10 Steps to Take Before Starting an App

The hard­est part is start­ing. Once you get that out of the way, you’ll find the rest of the jour­ney much eas­ier.”

In a com­plex in­dus­try like mo­bile app de­vel­op­ment, it’s dif­fi­cult to know where to start. It’s made harder by the fact that the start­ing point and steps dif­fer de­pend­ing on the size of the com­pany. This ar­ti­cle won’t teach you how to de­velop an app. Believe me - you need a lot more than an ar­ti­cle to learn that. Instead, it will fo­cus on the 10 steps you need to take be­fore start­ing app de­vel­op­ment.

In our ex­pe­ri­ence, this process slightly dif­fers, de­pend­ing on whether the mo­bile app is dri­ven by busi­ness de­mand, or a new app look­ing to dis­rupt the mar­ket.

Step 1: Evaluate off the shelf vs build­ing a mo­bile app

For the ex­ist­ing busi­nesses out there, how did you know you needed a mo­bile app? Often, busi­ness own­ers will dis­cover an op­por­tu­nity to im­prove a process or mon­e­tise an ex­ist­ing of­fer­ing.

No mat­ter how you de­ter­mine that you need an app, the very next ques­tion you need to ask is whether there is some­thing in the mar­ket that does what you want. Think of all those I wish” mo­ments.

For nec­es­sary con­text, off-the-shelf soft­ware has been built by a third party for the pur­pose of li­cens­ing it to users (for ex­am­ple: Xero, Hubspot, Sharepoint). Rather than build­ing an en­tire pay­roll sys­tem for an SME, it’s far more ef­fec­tive to li­cense Xero. Depending on the prob­lem you look to solve, the so­lu­tion may or may not ex­ist. Even if an off-the-shelf ap­pli­ca­tion ex­ists, you may de­cide through a unique value propo­si­tion and im­proved ex­e­cu­tion, you can dif­fer­en­ti­ate your­self from com­peti­tors.

Evaluate whether an app ex­ists and can ful­fil a need or de­sire. If so, is their li­cens­ing strat­egy pro­hib­i­tive or not? Our pro­jects are spe­cially built, be­cause a busi­ness has bet­ter pur­poses than fork­ing out over $30,000 per year for li­cens­ing costs. We’re sure yours does too.

Step 2: Create your prod­uct plan & strat­egy

Everything needs to have a strat­egy. Your prod­uct strat­egy will demon­strate how you plan to im­ple­ment and grow your app. It will con­sider dif­fer­ent user groups the app tar­gets (both in­ter­nal and ex­ter­nal). Be sure to an­swer these ques­tions when cre­at­ing your prod­uct plan:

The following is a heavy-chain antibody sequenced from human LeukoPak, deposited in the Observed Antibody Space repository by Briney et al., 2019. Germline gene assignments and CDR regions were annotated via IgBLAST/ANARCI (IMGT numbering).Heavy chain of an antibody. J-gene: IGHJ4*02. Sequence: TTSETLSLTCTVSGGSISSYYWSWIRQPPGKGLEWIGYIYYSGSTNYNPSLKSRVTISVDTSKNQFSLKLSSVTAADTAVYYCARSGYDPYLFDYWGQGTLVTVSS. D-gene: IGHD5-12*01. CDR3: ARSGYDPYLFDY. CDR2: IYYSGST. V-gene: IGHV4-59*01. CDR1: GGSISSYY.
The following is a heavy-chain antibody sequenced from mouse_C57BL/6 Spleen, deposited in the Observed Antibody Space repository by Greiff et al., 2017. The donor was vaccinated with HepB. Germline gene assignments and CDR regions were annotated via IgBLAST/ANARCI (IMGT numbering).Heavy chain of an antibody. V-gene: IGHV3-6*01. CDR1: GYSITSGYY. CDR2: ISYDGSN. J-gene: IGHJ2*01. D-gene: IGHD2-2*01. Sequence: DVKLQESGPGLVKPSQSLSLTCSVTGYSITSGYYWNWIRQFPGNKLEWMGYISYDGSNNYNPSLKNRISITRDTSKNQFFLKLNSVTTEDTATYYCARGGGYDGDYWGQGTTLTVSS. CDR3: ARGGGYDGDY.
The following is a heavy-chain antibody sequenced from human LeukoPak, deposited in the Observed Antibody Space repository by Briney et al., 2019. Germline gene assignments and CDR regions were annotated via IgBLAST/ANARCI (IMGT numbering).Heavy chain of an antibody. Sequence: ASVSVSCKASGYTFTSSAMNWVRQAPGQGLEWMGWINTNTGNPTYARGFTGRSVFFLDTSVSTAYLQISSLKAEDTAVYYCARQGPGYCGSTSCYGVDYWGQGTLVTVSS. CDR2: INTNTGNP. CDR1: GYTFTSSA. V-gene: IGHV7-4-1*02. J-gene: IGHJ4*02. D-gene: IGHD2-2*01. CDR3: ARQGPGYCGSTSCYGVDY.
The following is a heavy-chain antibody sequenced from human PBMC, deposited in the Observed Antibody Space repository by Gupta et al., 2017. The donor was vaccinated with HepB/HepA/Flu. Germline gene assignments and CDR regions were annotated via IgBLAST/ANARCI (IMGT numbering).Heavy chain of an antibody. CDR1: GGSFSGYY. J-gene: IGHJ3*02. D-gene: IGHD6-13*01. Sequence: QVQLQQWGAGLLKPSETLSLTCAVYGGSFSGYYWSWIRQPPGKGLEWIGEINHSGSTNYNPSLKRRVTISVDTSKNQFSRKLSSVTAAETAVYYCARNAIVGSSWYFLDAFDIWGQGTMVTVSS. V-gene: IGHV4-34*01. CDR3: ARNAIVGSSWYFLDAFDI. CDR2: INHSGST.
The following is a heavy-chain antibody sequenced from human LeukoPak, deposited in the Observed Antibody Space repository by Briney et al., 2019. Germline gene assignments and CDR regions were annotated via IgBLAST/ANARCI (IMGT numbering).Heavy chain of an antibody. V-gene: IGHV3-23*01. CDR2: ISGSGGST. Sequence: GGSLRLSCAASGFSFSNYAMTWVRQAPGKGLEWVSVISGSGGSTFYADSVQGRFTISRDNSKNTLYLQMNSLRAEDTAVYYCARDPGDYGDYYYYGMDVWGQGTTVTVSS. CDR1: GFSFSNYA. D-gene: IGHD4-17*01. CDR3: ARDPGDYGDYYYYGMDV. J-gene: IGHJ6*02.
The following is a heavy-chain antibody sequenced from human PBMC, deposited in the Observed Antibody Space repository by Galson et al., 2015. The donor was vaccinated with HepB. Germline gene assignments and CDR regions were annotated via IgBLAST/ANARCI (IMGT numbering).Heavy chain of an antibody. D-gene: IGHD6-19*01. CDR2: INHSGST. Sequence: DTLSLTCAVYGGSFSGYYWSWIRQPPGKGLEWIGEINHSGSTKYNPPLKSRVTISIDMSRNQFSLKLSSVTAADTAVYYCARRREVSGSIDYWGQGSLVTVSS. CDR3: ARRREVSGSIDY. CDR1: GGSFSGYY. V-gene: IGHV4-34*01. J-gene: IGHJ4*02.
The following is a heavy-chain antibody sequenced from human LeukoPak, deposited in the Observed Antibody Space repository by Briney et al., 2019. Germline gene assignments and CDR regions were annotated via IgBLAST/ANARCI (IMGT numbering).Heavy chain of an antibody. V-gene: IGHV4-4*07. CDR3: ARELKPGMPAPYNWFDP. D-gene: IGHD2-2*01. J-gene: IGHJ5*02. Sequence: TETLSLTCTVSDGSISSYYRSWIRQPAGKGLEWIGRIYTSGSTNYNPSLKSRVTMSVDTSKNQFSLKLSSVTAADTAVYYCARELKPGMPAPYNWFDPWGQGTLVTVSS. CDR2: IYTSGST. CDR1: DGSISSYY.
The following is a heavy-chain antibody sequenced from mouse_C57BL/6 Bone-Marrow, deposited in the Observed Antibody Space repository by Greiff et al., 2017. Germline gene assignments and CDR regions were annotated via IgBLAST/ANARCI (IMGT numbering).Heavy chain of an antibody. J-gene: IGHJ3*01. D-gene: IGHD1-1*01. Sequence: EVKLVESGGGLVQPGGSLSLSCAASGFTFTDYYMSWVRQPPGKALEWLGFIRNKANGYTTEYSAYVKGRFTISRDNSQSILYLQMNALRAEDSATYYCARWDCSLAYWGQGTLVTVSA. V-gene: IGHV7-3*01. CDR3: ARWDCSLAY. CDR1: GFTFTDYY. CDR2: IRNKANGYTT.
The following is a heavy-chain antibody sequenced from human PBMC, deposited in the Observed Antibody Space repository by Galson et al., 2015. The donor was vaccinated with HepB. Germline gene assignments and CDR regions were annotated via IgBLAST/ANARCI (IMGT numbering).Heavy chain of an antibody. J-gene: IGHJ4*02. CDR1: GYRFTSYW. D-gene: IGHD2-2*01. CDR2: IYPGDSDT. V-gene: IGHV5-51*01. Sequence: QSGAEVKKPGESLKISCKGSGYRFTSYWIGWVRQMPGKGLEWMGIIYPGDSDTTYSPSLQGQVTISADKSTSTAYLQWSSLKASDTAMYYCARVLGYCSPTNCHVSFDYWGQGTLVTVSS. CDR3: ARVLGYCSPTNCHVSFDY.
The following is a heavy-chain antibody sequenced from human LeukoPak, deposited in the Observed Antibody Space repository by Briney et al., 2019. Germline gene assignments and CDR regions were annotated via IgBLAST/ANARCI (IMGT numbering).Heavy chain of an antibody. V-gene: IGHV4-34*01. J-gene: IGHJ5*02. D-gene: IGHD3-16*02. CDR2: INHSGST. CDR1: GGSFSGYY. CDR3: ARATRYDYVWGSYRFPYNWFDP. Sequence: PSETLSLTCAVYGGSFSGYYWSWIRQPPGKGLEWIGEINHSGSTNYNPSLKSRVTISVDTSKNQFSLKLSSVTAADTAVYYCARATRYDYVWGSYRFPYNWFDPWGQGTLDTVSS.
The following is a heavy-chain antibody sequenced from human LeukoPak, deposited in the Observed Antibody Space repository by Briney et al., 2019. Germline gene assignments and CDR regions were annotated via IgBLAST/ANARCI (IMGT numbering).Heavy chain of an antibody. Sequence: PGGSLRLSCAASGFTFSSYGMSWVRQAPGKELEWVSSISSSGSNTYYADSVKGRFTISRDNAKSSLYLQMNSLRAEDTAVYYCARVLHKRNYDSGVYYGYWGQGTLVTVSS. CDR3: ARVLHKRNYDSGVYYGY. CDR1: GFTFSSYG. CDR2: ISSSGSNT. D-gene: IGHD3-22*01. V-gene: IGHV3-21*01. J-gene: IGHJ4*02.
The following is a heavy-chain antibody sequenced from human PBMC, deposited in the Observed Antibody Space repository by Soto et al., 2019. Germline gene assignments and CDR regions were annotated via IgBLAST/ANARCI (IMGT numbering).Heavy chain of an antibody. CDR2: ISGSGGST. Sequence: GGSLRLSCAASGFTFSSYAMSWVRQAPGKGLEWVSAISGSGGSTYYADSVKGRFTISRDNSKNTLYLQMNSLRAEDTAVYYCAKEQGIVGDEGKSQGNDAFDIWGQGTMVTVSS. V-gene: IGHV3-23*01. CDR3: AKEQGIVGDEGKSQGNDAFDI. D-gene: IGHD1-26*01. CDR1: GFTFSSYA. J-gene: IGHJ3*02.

• What are your busi­ness goals?
  • How will you mea­sure suc­cess?
  • What ben­e­fit do you pro­vide to your users?
  • Who are your com­peti­tors?
  • What dif­fer­en­ti­ates you?
  • Who are your users?

Small busi­nesses and start-ups gen­er­ally don’t have the red tape and lengthy ap­proval process like en­ter­prises, mean­ing weeks saved be­cause you don’t need to cre­ate a lengthy 50-page doc­u­ment. It can be some­thing far sim­pler — 2 to 5 pages, or even a PowerPoint pre­sen­ta­tion. It’s still im­por­tant to ar­tic­u­late and share the prod­uct strat­egy in­ter­nally to cre­ate buy-in among every­one within the busi­ness.

Step 3: Articulate your prob­lem state­ment

This will set a foun­da­tion that will be crit­i­cal dur­ing the later steps. There’s no need to a huge list of re­quire­ments ar­tic­u­lat­ing every­thing the app is go­ing to do. Focus on what prob­lem you’re go­ing to solve. This avoids mak­ing as­sump­tions yet to be val­i­dated. Rather than de­tail­ing the spec­i­fi­ca­tions of Instagram, your prob­lem state­ment might be how might we en­able peo­ple to share pho­tos with their friends and fam­ily?’

By start­ing with a prob­lem, you also set up your tar­get mar­ket and ini­tial in­ter­vie­wee base for step 4.

Step 4: Interview po­ten­tial users and val­i­date as­sump­tions

It’s im­pos­si­ble not to make as­sump­tions when build­ing an app. The biggest as­sump­tion is that peo­ple will ac­tu­ally use your app. The key is to try and val­i­date as many of these as pos­si­ble. Talk to as many peo­ple you be­lieve will be your user base.

For ap­pli­ca­tions to be used pri­mar­ily within your com­pany, this will be quite sim­ple. You can in­ter­view your user base with a knock on the door. For ex­am­ple, one of the ap­pli­ca­tions we built for Moreton Island Adventures would be used pre­dom­i­nantly by ferry staff.

It turns out, for the most part, this is not the case. When the user base is ex­ter­nal, in­ter­view­ing po­ten­tial users may call for a cre­ative twist. Tanda, a Brisbane suc­cess story, called 10,000 busi­nesses in 12 months to get to the bot­tom of whether their prob­lem was shared by oth­ers in the in­dus­try. Not only did it val­i­date a very im­por­tant as­sump­tion; it led to a num­ber of pre­sales, plus a pretty well-re­hearsed pitch.